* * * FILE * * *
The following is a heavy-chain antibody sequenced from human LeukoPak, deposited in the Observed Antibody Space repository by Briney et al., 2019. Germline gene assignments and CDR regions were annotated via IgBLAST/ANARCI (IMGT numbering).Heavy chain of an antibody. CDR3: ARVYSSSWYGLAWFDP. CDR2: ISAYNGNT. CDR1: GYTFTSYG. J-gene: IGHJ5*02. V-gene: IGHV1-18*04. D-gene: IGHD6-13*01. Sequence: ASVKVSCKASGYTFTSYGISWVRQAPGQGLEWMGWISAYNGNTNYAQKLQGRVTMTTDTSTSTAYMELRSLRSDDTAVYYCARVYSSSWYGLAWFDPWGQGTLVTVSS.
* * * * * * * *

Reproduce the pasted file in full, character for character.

The following is a heavy-chain antibody sequenced from human LeukoPak, deposited in the Observed Antibody Space repository by Briney et al., 2019. Germline gene assignments and CDR regions were annotated via IgBLAST/ANARCI (IMGT numbering).Heavy chain of an antibody. CDR3: ARVYSSSWYGLAWFDP. CDR2: ISAYNGNT. CDR1: GYTFTSYG. J-gene: IGHJ5*02. V-gene: IGHV1-18*04. D-gene: IGHD6-13*01. Sequence: ASVKVSCKASGYTFTSYGISWVRQAPGQGLEWMGWISAYNGNTNYAQKLQGRVTMTTDTSTSTAYMELRSLRSDDTAVYYCARVYSSSWYGLAWFDPWGQGTLVTVSS.